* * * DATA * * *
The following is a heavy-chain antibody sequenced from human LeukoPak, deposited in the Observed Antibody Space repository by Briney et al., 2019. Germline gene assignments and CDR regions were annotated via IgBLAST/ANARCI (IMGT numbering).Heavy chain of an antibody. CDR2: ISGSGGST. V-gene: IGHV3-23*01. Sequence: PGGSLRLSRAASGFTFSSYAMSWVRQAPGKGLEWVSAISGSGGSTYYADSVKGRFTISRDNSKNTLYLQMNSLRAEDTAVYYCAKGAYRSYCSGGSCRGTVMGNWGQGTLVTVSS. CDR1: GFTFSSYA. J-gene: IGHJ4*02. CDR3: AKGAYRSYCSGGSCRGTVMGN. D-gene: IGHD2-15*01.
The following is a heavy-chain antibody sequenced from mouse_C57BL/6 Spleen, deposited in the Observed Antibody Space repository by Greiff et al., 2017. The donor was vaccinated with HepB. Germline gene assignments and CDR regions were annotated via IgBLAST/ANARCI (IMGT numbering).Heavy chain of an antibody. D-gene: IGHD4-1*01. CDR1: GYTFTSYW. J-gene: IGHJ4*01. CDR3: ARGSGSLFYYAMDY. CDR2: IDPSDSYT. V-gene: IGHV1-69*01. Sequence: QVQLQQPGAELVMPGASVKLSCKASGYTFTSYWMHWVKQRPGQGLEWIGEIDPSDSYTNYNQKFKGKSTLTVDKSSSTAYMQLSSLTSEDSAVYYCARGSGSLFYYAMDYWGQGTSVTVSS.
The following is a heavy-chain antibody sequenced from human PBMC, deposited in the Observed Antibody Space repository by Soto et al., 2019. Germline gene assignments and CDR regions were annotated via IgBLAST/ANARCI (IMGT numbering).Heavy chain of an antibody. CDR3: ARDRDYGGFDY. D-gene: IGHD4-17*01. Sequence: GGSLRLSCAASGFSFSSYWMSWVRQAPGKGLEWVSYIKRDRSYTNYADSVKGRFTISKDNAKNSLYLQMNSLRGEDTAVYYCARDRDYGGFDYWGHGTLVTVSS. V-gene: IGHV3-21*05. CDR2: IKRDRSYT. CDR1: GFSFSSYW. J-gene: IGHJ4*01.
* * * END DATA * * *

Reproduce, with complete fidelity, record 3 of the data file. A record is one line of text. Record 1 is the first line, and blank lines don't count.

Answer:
The following is a heavy-chain antibody sequenced from human PBMC, deposited in the Observed Antibody Space repository by Soto et al., 2019. Germline gene assignments and CDR regions were annotated via IgBLAST/ANARCI (IMGT numbering).Heavy chain of an antibody. CDR3: ARDRDYGGFDY. D-gene: IGHD4-17*01. Sequence: GGSLRLSCAASGFSFSSYWMSWVRQAPGKGLEWVSYIKRDRSYTNYADSVKGRFTISKDNAKNSLYLQMNSLRGEDTAVYYCARDRDYGGFDYWGHGTLVTVSS. V-gene: IGHV3-21*05. CDR2: IKRDRSYT. CDR1: GFSFSSYW. J-gene: IGHJ4*01.